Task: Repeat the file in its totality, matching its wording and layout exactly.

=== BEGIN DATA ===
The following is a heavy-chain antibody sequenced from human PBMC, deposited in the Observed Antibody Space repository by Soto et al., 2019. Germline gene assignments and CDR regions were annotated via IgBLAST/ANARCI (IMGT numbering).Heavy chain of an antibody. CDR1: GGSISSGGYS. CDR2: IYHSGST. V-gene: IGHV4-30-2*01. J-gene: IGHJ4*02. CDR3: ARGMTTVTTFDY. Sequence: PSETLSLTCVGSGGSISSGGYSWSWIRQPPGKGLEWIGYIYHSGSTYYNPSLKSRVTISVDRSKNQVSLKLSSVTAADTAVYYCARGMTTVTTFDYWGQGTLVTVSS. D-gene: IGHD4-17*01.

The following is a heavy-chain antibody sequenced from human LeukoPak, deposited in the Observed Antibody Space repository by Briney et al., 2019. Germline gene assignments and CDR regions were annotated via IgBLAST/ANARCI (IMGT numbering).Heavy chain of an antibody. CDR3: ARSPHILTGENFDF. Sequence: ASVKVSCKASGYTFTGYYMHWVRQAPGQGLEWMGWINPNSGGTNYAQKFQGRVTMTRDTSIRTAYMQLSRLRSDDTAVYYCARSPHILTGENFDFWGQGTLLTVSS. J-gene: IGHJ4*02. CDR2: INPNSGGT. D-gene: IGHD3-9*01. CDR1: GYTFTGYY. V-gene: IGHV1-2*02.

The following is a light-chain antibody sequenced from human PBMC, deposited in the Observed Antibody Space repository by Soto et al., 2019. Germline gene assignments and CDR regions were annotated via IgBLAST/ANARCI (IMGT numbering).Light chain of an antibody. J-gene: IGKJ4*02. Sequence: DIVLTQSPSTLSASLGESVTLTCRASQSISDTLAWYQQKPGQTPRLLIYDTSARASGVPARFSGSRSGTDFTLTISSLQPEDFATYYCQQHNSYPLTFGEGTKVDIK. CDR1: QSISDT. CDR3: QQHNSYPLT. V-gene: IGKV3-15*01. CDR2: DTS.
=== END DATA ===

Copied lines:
The following is a heavy-chain antibody sequenced from human PBMC, deposited in the Observed Antibody Space repository by Soto et al., 2019. Germline gene assignments and CDR regions were annotated via IgBLAST/ANARCI (IMGT numbering).Heavy chain of an antibody. CDR1: GGSISSGGYS. CDR2: IYHSGST. V-gene: IGHV4-30-2*01. J-gene: IGHJ4*02. CDR3: ARGMTTVTTFDY. Sequence: PSETLSLTCVGSGGSISSGGYSWSWIRQPPGKGLEWIGYIYHSGSTYYNPSLKSRVTISVDRSKNQVSLKLSSVTAADTAVYYCARGMTTVTTFDYWGQGTLVTVSS. D-gene: IGHD4-17*01.

The following is a heavy-chain antibody sequenced from human LeukoPak, deposited in the Observed Antibody Space repository by Briney et al., 2019. Germline gene assignments and CDR regions were annotated via IgBLAST/ANARCI (IMGT numbering).Heavy chain of an antibody. CDR3: ARSPHILTGENFDF. Sequence: ASVKVSCKASGYTFTGYYMHWVRQAPGQGLEWMGWINPNSGGTNYAQKFQGRVTMTRDTSIRTAYMQLSRLRSDDTAVYYCARSPHILTGENFDFWGQGTLLTVSS. J-gene: IGHJ4*02. CDR2: INPNSGGT. D-gene: IGHD3-9*01. CDR1: GYTFTGYY. V-gene: IGHV1-2*02.

The following is a light-chain antibody sequenced from human PBMC, deposited in the Observed Antibody Space repository by Soto et al., 2019. Germline gene assignments and CDR regions were annotated via IgBLAST/ANARCI (IMGT numbering).Light chain of an antibody. J-gene: IGKJ4*02. Sequence: DIVLTQSPSTLSASLGESVTLTCRASQSISDTLAWYQQKPGQTPRLLIYDTSARASGVPARFSGSRSGTDFTLTISSLQPEDFATYYCQQHNSYPLTFGEGTKVDIK. CDR1: QSISDT. CDR3: QQHNSYPLT. V-gene: IGKV3-15*01. CDR2: DTS.